South Africa’s quota system in selection making team stronger
South Africa’s 2-1 Test series win over India was largely due to their four-pronged pace attack, where Vernon Philander, Kagiso Rabada and Lungi Ngidi played big roles.cricket Updated: Jan 28, 2018 22:42 IST
When Dale Steyn hobbled out of the Cape Town Test, many feared it would end South Africa deploying a potent pace quartet. Little did they know that a tall young man, Lungi Ngidi, was waiting at Centurion for his chance to make history. (SOUTH AFRICA vs INDIA FULL COVERAGE)
By the end of the series, Ngidi had done enough to become a household name in South Africa. Ask Virat Kohli, who was dismissed by Ngidi twice in four innings.
Till the Cape Town Test, there were two black pacers in the bowling attack. At the Wanderers, four out of five were black. While it’s definitely a testimony to individual talent shining through, South Africa’s transformation policy too has got something to do with it.
Till not so long ago, black people were considered good to play only football. Now they are making forays into cricket and rugby, still considered ‘white heavy’ sports. While there are divergent views about the policy, former South Africa pacer Allan Donald believes it’s a reality that needs to be embraced. “We all understand the history of South African cricket, where we are now in terms of transformation, and that will not go away anytime soon,” Donald had said some time back about the quota system.
Though the long term benefit of this system is awaited, cricket won’t say it hasn’t benefited. Watching two black pacers bowl from either end of the pitch reminds one of the great West Indies pace attacks of the 1970s and 1980s.
Vernon Philander, who played his 50th Test at Wanderers, is the leader of the pack with his length and line. But Ngidi and Kagiso Rabada, now the No 1 Test bowler, make it a different sight altogether.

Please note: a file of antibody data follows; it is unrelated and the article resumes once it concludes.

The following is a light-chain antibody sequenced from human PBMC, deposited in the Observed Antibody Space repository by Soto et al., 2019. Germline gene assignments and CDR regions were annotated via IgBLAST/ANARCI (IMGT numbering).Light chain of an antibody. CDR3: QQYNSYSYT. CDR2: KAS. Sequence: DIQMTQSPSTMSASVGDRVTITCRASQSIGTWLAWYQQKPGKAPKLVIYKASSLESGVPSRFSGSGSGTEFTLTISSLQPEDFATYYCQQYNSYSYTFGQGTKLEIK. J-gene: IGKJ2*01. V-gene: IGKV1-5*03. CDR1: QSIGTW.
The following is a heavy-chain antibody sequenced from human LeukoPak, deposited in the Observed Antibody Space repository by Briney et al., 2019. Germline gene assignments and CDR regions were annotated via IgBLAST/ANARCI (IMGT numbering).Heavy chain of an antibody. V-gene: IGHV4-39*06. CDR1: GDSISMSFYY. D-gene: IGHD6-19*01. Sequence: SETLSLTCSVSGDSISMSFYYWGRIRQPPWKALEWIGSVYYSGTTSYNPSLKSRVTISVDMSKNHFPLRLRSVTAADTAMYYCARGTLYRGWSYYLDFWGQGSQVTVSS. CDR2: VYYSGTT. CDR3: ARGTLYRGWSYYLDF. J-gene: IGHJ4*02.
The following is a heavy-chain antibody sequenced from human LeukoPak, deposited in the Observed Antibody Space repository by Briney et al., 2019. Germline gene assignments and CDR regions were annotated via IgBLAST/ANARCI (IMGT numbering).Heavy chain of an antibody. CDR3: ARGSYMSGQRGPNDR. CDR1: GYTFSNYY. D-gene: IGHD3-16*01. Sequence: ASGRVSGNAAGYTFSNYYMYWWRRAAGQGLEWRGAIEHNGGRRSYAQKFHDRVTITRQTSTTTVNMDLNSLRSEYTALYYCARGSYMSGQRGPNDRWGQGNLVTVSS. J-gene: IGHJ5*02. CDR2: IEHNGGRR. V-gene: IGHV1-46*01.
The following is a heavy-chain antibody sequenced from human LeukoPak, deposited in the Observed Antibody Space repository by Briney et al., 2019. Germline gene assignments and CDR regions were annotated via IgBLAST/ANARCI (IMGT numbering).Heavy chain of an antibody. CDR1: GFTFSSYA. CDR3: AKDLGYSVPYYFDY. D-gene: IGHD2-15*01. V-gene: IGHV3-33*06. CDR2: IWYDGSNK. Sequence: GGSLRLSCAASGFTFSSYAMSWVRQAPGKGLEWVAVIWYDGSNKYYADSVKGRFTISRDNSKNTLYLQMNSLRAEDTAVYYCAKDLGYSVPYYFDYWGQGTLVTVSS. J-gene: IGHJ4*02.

“Lungi and I played together in the under-19,” Rabada said before the third Test, after Ngidi had produced a match-winning spell in Centurion.
“We even toured India I remember, but he got injured unfortunately and his trip was cut short. But we played together at school and we have a history. So, it’s just nice to play with your friend from when you were a teenager. Hopefully long may it continue, and we can form a great partnership,” he said.
For Ngidi, bowling with KG (Rabada) was dream come true. “During the game, I couldn’t say anything, I had to internalise it, but it really was a dream come true to bowl with him. He is No 1 in the world and it shows. We had been chatting throughout the innings and he had been giving me idea, and to see them work is special as well,” said Ngidi after the Centurion Test.
To have two tall pacers bowl so quick is a resource South Africa must utilise well with Australia to tour next. Ngidi has already shown his worth, taking nine wickets in two Tests, while Rabada and Philander have taken 15 each against India.